This weekend we attempted to ride the Ridgeway, and totally failed.
I’d passed by this 90-mile long National Trail the weekend before, and noted that the ground was tinder dry: ideal for mountain biking. Unfortunately a lot can change in a week, and indeed there was rain on most days since. Even so, a few of us set out on Saturday to knock off c60 miles, with the remainder planned for Sunday.
The going was slow as there was plenty of mud, and after three hours, one of the two ‘Andy’s I was riding with dropped out. The remaining Andy (above) and myself resolved to put this thing behind us, so we put our heads down and upped the pace. Well, that was the plan, anyway. The rain began to come down in sheets, and a blasting crosswind sucked any warmth out of us. The already muddy trail turned into a swamp. After two more hours and in near-hypothermia, we looked at the map and realised we were actually going slower than before! Shortly after, at the exact same time I sank up to my axles in mud and Andy got a puncture; we made the unanimous decision to quit this nonsense. Twenty minutes later we were off the hill and drying off and warming up in a pub. We then spent several hours retrieving and shuttling the cars through flooding Oxfordshire roads. I guess we should have checked the weather forecast…
Today…we didn’t ride, we did tea shops.
The following article originally appeared in Canoe Kayak UK magazine…
East is East
Sea kayaking in the East Anglian flatlands
I’ve been lucky enough to paddle rivers and coastlines all over Britain, and indeed all over the world. Yet I’d never sat in a kayak in Britain, east of London. In fact I’d never even been there, if you don’t include taking the M20 to Dover, en route to Alps trips. Why not? Well…it’s obvious, isn’t it? The east of Britain is flat. Flat, flat, flat. Flat does of course mean; no whitewater, no interesting coastlines, and people who marry their cousins. Look at any map, or indeed your guidebook bookshelf…all of Britain’s ‘good bits’ for paddlers are blatantly located north, south and west. Thus, I had no plans to head east, any time soon. I smugly prided myself on never having visited the eastern flatlands.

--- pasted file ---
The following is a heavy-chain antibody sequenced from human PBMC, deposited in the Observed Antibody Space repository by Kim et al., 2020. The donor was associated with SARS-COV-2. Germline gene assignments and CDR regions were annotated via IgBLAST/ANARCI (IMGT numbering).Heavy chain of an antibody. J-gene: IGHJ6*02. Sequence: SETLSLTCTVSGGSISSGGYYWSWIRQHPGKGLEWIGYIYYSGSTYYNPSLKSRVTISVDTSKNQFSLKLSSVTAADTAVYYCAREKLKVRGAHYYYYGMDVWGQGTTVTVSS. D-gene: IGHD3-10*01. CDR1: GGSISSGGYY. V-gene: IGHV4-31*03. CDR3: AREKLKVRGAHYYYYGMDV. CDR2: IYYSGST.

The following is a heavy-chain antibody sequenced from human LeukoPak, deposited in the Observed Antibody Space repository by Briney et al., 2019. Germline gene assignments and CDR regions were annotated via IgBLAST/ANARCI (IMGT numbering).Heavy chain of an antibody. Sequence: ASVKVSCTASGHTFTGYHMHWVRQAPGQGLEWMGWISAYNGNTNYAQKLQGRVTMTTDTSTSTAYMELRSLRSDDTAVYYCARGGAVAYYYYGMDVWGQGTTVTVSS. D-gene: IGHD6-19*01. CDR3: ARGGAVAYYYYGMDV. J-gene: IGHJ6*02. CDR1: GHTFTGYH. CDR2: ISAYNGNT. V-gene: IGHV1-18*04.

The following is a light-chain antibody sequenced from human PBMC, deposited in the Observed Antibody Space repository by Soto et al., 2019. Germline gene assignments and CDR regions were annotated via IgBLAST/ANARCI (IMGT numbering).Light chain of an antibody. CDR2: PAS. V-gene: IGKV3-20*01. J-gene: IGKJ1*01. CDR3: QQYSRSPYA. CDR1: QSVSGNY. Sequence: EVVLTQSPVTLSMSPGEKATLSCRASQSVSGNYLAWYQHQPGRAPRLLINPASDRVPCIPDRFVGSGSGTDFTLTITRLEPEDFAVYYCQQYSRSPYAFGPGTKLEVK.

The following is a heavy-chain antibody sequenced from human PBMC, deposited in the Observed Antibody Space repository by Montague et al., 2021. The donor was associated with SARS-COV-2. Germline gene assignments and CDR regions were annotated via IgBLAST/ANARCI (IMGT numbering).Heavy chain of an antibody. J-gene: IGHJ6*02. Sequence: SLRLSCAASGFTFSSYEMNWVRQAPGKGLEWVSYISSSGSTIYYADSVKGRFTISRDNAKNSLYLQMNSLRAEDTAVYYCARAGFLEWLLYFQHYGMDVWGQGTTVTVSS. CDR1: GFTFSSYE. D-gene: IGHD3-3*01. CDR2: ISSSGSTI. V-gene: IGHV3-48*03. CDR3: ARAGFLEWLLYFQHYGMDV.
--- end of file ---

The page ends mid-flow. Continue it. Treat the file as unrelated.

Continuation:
The problem with firmly ingrained prejudices such as these, is that (just occasionally) they can of course be totally wrong, meaning that your ignorance is causing you to miss out on something special. Plus, it’s somewhat ludicrous to pompously regard yourself as a voyaging explorer type, on a mission to explore strange new worlds, to seek out new life and new civilizations, to boldly go where no man has gone before…and yet be unwilling to give East Anglia a try. Perhaps it was time for a rethink. I was fairly sure about the lack of whitewater; simple geography dictates this. I did however decide to keep an open mind about the coastlines (and indeed the cousins thing). The final push came when Franco from Pesda Press asked for volunteers to help with a proposed new sea kayaking guidebook to South East England and the Channel Islands. I put my hand up and agreed to challenge my preconceptions by going where no man has gone before…to investigate the shores of Norfolk and Suffolk. Okay, I realised that these places aren’t necessarily a barren alien wilderness, and that paddlers already lived and paddled there…but the point was, that if the sea kayaking was any good, then they were keeping it very quiet.
Several extended trips later, I’m delighted to admit that my prejudices about the quality of the sea kayaking in East Anglia were totally wrong, and I should also concede that I never met anyone who had married their cousin (and would admit to it). My friends and I were delighted to find that there are plenty of enjoyable sea kayaking adventures to had, and there are in fact some quite remarkable and beautiful coastal environments to explore, the like of which you will not see elsewhere in Britain.
Anyway, introduced hereafter are some of our findings.
The Wash is a 600 square kilometre estuary, which hadn’t previously scored high on our paddling wish lists. We soon happily reconsidered this. These shifting sand flats are home to about 3000 common seals, which are in turn vastly outnumbered by the wading birds, of which there are about a third of a million. At high tide (i.e. when you’d want to be paddling), these waders are squeezed together at the fringes of the Wash. Regardless of whether or not bird watching is your thing, seeing and hearing tens of thousands of feathery things pecking or flying at once makes for an unforgettable spectacle.